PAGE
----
Wednesday, September 18, 2013

Black Diamond Half Ironman Race Report

I put the Black Diamond Half Ironman on my race schedule this fall for a couple reasons: 1) it’s local and low-key, 2) I haven’t had a chance to race it since 2008, and 3) it would fit nicely as a training race to get back in the swing of things after a mid-season break post-IMCdA. July and August were spent relaxing, visiting friends and family, taking time to be support or be a spectator at races, and enjoying parts of summer that are sometimes neglected when I try to fit in too many “A” races (*for this triathlete) in too little time. That said, my workouts have been pretty light over the past couple months and my fitness on race day was going to be a big old question mark.

Black Diamond is about 90 minutes southeast of Seattle, tucked behind some farm country with, if it’s clear, views of Mt. Rainier on the drive down. The swim is in Deep Lake and start/finish lines and transition area are located in Nolte State Park. In my opinion, it’s a great setting for a small race (Saturday had 168 HIM racers, Sunday had about 230 sprint and Olympic racers). If I had little kids and a husband, I’m sure they’d find it very family friendly. The start time is a reasonable 9am, so I could get up at my normal 5:05am and hit the road just after 6, and still have plenty of time to talk to a few friends at the start, set up my transition area in an okay spot, and get in a good warm-up jog and swim before it was go time.

Swim – 33:10 I swam well for the first three quarters of the race and then I felt just tired, like my lack of fitness was catching up with me. With about 500m to go, I took a few strokes to calm down and swam steady to the swim finish. The women start with the relays, 5 minutes behind the elites, and 4 minutes behind the rest of the men’s field. (I found out there was an elite wave 10 minutes prior to the race. It ended up being 5 men. I’m glad I didn’t start with them.) This meant there were some slower guys to swim through for the majority of the swim. But for the most part, it’s a pretty honest swim – clear markings, and because the lake is small and tree-lined, calm water.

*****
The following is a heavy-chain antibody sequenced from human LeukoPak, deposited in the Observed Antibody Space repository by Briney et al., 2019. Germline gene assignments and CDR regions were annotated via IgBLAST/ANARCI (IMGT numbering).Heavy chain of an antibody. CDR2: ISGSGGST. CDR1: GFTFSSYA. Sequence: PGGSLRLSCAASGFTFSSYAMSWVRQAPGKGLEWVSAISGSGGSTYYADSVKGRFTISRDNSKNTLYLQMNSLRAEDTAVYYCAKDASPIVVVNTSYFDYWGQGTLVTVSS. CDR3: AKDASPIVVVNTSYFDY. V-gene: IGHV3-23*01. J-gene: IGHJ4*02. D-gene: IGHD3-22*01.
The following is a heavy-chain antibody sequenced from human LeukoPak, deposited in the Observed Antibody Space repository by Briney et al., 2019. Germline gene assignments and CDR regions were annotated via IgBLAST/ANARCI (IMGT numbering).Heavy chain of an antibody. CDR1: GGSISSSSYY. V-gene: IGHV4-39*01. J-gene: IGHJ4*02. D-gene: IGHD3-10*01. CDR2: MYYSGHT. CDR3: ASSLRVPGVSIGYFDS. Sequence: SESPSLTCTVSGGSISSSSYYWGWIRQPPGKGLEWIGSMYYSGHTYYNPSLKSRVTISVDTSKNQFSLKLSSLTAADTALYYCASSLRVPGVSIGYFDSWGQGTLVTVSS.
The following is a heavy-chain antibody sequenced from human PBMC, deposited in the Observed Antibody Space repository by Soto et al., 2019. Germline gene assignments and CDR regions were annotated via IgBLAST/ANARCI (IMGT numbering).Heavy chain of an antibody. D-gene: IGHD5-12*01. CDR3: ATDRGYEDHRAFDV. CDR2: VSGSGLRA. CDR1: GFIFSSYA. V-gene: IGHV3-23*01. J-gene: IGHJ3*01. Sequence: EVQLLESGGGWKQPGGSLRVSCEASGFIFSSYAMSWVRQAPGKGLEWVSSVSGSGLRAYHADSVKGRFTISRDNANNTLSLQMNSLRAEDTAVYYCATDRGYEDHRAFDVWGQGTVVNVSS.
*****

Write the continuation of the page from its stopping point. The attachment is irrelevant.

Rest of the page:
T1 and bike – I ran out of the water semi-pleased with my swim, but was truly grasping for air and didn’t have the spring in my step that I normally do to try to fly through transition. Even getting my arms out of my wetsuit felt like a chore. T1 was a slow 2:52 (it’s a small transition area) and then I was out on the bike with what felt like a really high heart rate. For the first 8 miles I felt slow and powerless. I tried to eat, but chewing my delicious chocolate powerbar seemed like work and I had to spit it out. I coughed up some lake water and thought it was going to be a REALLY long day, like one of those days you almost hope something goes so wrong that you have to stop (seriously, bad self-talk going on at first). Then, I got passed by two girls. That’s when things started to feel a little better and I was riding a more normal speed. I certainly wasn’t crushing it and my legs felt flat versus rested, strong, and peppy, but I stayed in good position and came into T2 in a somewhat respectable 2:43.